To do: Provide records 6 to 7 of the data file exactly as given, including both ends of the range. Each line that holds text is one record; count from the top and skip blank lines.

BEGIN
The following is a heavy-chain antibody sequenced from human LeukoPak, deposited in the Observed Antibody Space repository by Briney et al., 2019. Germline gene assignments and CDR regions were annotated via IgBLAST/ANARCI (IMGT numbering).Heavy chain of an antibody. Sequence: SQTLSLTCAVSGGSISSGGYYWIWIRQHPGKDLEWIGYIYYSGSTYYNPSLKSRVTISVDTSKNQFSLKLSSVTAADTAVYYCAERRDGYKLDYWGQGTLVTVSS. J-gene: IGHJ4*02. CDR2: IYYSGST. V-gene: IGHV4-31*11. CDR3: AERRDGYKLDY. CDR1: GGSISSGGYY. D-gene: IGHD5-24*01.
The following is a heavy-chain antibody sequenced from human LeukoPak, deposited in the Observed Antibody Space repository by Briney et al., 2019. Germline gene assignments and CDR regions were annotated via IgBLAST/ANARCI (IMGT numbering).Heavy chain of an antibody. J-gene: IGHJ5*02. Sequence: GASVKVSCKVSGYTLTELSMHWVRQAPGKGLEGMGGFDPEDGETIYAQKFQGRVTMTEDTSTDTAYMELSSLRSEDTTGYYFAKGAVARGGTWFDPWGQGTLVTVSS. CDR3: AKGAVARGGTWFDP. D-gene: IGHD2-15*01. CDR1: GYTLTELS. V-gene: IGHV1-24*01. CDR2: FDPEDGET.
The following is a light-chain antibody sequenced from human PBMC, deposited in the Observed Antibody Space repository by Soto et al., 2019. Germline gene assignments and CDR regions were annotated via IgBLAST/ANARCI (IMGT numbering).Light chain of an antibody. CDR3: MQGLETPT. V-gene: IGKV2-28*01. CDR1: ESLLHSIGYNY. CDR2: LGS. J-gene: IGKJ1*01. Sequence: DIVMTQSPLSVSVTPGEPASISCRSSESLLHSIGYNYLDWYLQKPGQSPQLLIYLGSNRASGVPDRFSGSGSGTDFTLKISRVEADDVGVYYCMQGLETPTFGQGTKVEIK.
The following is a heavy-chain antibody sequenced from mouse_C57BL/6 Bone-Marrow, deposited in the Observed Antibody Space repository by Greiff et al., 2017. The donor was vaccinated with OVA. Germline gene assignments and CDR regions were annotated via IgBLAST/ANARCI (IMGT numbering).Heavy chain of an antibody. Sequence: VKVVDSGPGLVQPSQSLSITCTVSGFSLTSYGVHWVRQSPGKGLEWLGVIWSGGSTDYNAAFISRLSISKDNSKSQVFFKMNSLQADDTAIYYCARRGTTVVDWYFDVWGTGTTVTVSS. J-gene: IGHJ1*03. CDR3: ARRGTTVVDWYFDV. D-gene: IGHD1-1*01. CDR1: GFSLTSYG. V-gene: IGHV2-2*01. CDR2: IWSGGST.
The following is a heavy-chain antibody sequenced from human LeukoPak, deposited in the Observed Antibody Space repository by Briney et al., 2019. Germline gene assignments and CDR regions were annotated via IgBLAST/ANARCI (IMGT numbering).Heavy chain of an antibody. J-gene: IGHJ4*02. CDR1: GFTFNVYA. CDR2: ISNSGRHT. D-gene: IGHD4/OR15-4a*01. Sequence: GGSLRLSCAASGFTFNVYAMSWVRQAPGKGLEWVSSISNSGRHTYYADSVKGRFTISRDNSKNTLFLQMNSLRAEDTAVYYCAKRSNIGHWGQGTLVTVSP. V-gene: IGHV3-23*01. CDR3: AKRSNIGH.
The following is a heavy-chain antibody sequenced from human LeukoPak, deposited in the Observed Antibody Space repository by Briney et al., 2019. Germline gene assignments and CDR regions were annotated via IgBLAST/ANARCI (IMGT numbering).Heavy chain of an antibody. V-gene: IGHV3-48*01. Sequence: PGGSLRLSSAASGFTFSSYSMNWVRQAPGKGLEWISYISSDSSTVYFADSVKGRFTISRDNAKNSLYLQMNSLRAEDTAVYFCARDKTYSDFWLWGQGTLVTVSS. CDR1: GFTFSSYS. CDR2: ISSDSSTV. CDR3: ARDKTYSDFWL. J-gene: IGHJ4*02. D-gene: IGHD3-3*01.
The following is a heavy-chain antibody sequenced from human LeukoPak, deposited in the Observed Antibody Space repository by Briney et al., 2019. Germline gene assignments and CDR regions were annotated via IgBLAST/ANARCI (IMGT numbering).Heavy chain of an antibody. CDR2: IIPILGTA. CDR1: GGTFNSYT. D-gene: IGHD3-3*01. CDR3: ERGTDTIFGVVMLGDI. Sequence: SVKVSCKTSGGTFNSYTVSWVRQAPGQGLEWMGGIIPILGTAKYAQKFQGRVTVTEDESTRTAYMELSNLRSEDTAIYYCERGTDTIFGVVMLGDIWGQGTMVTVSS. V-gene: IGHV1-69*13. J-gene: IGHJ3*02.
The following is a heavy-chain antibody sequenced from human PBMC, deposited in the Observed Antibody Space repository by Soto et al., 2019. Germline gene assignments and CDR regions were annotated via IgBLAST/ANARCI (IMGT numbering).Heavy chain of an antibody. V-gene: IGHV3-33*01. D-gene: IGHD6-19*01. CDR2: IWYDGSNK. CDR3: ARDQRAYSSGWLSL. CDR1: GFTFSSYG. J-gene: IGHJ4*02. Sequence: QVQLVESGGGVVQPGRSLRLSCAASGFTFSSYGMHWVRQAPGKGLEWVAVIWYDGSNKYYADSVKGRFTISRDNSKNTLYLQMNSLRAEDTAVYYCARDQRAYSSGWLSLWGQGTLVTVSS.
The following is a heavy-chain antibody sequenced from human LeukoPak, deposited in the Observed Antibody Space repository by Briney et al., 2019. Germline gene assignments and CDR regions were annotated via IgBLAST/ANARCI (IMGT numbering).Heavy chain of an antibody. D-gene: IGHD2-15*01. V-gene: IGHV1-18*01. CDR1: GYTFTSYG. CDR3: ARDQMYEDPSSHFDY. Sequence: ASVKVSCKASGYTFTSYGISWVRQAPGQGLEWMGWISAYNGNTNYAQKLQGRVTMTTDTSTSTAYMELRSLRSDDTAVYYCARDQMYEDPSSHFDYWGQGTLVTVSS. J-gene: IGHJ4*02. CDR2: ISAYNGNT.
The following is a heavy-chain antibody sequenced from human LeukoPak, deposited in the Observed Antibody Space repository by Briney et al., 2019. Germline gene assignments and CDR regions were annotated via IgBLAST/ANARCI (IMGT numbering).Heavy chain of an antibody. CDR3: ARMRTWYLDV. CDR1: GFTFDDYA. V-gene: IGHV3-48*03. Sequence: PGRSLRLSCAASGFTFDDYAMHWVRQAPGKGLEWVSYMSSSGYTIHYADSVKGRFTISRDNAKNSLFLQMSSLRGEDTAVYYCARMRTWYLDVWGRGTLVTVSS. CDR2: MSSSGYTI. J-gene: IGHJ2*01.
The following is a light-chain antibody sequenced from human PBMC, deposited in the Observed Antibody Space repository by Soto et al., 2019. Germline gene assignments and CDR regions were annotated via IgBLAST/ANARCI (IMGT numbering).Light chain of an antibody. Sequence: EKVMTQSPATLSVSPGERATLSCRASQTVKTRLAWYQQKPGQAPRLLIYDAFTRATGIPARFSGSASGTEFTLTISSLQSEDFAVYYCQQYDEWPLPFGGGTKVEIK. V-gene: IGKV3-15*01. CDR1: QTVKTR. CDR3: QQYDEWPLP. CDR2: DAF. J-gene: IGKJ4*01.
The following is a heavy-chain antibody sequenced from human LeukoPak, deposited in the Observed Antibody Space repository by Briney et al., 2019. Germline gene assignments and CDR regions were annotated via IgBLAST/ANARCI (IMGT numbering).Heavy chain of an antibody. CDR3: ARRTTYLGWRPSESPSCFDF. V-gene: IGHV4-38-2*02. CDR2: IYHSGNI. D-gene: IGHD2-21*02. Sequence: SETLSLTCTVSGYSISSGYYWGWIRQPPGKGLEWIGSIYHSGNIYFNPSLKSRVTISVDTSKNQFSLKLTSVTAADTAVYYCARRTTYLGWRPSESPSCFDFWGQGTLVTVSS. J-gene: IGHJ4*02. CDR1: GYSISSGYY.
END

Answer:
The following is a heavy-chain antibody sequenced from human LeukoPak, deposited in the Observed Antibody Space repository by Briney et al., 2019. Germline gene assignments and CDR regions were annotated via IgBLAST/ANARCI (IMGT numbering).Heavy chain of an antibody. V-gene: IGHV3-48*01. Sequence: PGGSLRLSSAASGFTFSSYSMNWVRQAPGKGLEWISYISSDSSTVYFADSVKGRFTISRDNAKNSLYLQMNSLRAEDTAVYFCARDKTYSDFWLWGQGTLVTVSS. CDR1: GFTFSSYS. CDR2: ISSDSSTV. CDR3: ARDKTYSDFWL. J-gene: IGHJ4*02. D-gene: IGHD3-3*01.
The following is a heavy-chain antibody sequenced from human LeukoPak, deposited in the Observed Antibody Space repository by Briney et al., 2019. Germline gene assignments and CDR regions were annotated via IgBLAST/ANARCI (IMGT numbering).Heavy chain of an antibody. CDR2: IIPILGTA. CDR1: GGTFNSYT. D-gene: IGHD3-3*01. CDR3: ERGTDTIFGVVMLGDI. Sequence: SVKVSCKTSGGTFNSYTVSWVRQAPGQGLEWMGGIIPILGTAKYAQKFQGRVTVTEDESTRTAYMELSNLRSEDTAIYYCERGTDTIFGVVMLGDIWGQGTMVTVSS. V-gene: IGHV1-69*13. J-gene: IGHJ3*02.